When your child doesn't well, you don't sleep well. And that probably means that your whole family is waking up on the wrong side of the bed.
"The quality and quantity of your preschooler's sleep, or lack thereof, affects everything—dawdling, crankiness, hyperactivity, growth, health, and even whether he can recite the ABCs," says Elizabeth Pantley, author of The No-Cry Sleep Solution. At this age, it's incredibly important for your child to get enough sleep; for most 3- and 4-year-olds, that means at least 11 hours of sleep a day, including naps.
To make sure your kid gets the sleep he needs to wake up refreshed and ready to learn, combat some of these common bedtime battles with real-life expert solutions.
Your child may not look tired, but that doesn't mean she isn't. All preschoolers get drowsy, even if they don't want to admit it. And because many kids move into overdrive when they're overtired, it can seem like they still have energy to burn.
Sleep Solution It's crucial to set a nighttime routine and stick to it. "A child's biological clock functions best with a specific daily schedule, and going to sleep at the same time every day helps her body know when to wind down," says Pantley. Research has also shown that kids who have rules about bedtime have higher scores on tests of language, literacy, and math skills. Make your bedtime pattern a special time to bond. Choose a few calming activities, like braiding your child's hair after her bath, reading, and saying good night to her toys together. And remember to take your time; if you rush through the process, it could create tension and may just make her less sleepy.
When a child prefers sleeping next to his parents, it's a sign of his trust and love. But once you get in the habit of letting him into your bed, it's a difficult pattern to break, and he may become dependent on your proximity to fall back to sleep.
Sleep Solution To help your child stay in his own bed, there are a number of approaches you can take. "Going cold turkey (locking your door at bedtime and not opening it until the next morning) can be an effective method," says Parents advisor Judith Owens, M.D., director of Pediatric Sleep Medicine at Children's National Medical Center, in Washington, D.C. If you'd prefer a more gradual approach, put a sleeping bag in your room. Tell your child this is his space to sleep if he wants to be near you during the night but that he can't come into your bed. If he does climb in bed, take him back to his own room (or his sleeping bag) every time. Be ready for a challenge. "Your child will protest and cry to test how serious you are," says Dr. Owens. Don't give up.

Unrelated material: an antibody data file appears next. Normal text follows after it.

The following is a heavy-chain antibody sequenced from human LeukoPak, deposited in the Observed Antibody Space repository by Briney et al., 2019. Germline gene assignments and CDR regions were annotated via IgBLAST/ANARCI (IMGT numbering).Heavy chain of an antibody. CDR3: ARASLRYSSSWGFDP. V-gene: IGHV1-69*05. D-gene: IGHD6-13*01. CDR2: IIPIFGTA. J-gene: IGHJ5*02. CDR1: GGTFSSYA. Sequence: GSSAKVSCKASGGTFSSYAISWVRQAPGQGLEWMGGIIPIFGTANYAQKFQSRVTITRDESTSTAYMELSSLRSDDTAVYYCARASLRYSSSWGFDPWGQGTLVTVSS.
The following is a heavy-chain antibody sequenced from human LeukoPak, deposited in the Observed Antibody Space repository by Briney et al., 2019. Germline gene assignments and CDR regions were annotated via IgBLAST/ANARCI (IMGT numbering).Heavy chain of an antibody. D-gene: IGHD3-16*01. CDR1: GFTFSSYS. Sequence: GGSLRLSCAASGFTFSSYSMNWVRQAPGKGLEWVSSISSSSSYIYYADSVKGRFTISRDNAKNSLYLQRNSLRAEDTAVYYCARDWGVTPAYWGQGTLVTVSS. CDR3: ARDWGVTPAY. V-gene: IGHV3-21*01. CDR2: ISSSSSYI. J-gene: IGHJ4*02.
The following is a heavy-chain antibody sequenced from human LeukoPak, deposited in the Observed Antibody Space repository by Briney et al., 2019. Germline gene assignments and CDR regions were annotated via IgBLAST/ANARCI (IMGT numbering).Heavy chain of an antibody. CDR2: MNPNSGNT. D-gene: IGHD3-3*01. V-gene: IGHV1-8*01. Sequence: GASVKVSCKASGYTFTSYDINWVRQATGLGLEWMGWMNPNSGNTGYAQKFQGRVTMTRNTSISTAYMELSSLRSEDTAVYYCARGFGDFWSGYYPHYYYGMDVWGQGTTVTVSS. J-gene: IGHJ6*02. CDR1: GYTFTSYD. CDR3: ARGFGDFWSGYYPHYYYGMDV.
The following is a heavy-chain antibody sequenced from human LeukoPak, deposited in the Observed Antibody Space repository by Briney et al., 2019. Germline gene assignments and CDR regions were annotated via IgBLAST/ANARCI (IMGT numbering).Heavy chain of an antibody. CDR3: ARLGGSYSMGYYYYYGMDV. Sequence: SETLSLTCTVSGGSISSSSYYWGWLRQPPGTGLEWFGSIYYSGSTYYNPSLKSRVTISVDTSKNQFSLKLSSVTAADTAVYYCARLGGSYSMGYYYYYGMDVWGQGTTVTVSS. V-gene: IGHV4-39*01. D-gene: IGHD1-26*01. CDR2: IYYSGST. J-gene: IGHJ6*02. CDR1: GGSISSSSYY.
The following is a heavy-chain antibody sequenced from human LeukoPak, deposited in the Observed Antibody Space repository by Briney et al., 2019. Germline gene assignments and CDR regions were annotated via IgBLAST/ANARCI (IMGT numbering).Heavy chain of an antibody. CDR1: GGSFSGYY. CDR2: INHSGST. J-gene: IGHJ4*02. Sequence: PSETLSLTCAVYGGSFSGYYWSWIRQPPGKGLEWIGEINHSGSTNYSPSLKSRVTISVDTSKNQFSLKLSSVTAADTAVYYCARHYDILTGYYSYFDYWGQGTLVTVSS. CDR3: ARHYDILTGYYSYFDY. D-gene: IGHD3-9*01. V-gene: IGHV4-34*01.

The same creativity that lets your child conjure up pretend friends and elaborate games of pirates can also lead her to think there are monsters under her bed. "It's normal for preschoolers to have these fears because, developmentally, they've realized that people exist even when they can't see them," says Dr. Owens.
Sleep Solution The key to handling your child's night frights is not only to say that everything's okay, but to act as though it is. Start by reinforcing the message that there are no such things as monsters. Go in the closet or look under the bed together to prove there's nothing lurking in the dark spaces. (Avoid using solutions like "monster spray," which may make your child think that the scary guys do indeed exist.) In addition to getting a night-light, you can make the room feel safer by leaving a flashlight on her nightstand or getting a soothing white-noise machine. Before you leave her room, remind her that you're right down the hall and won't let anything happen to her.
One common reason kids get up so early is simply that they've had enough rest. "If your kid is sleeping about 11 hours, and he doesn't appear tired during the day, his early rising is normal," says Pantley.
Sleep Solution Get your early bird to snooze a little later by keeping his room dark, using blinds or curtains to block out the light. You could also place a digital clock on his bed stand, put a sticky note over the minutes display, and tell him to stay in bed until he sees the number 6 (or whatever your preferred hour of being dragged out of bed is). Schedule playdates in the afternoon so he gets lots of exercise to help tire him out, and stick to the same bedtime, even on weekends; letting him stay up to watch a family movie can throw off his sleep schedule and result in unreasonable wake-up times, preventing you both from getting enough winks during the week.
Originally published in the May 2011 issue of Parents magazine.